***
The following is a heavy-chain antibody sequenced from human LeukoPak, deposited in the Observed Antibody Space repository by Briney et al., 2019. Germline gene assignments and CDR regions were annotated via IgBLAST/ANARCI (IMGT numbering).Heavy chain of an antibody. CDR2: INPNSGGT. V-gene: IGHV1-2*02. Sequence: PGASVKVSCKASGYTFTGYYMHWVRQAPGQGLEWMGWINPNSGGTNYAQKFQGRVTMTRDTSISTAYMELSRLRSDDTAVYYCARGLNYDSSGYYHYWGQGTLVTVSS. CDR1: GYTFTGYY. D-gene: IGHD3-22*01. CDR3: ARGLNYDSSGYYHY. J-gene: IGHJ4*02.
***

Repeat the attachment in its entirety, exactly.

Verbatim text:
The following is a heavy-chain antibody sequenced from human LeukoPak, deposited in the Observed Antibody Space repository by Briney et al., 2019. Germline gene assignments and CDR regions were annotated via IgBLAST/ANARCI (IMGT numbering).Heavy chain of an antibody. CDR2: INPNSGGT. V-gene: IGHV1-2*02. Sequence: PGASVKVSCKASGYTFTGYYMHWVRQAPGQGLEWMGWINPNSGGTNYAQKFQGRVTMTRDTSISTAYMELSRLRSDDTAVYYCARGLNYDSSGYYHYWGQGTLVTVSS. CDR1: GYTFTGYY. D-gene: IGHD3-22*01. CDR3: ARGLNYDSSGYYHY. J-gene: IGHJ4*02.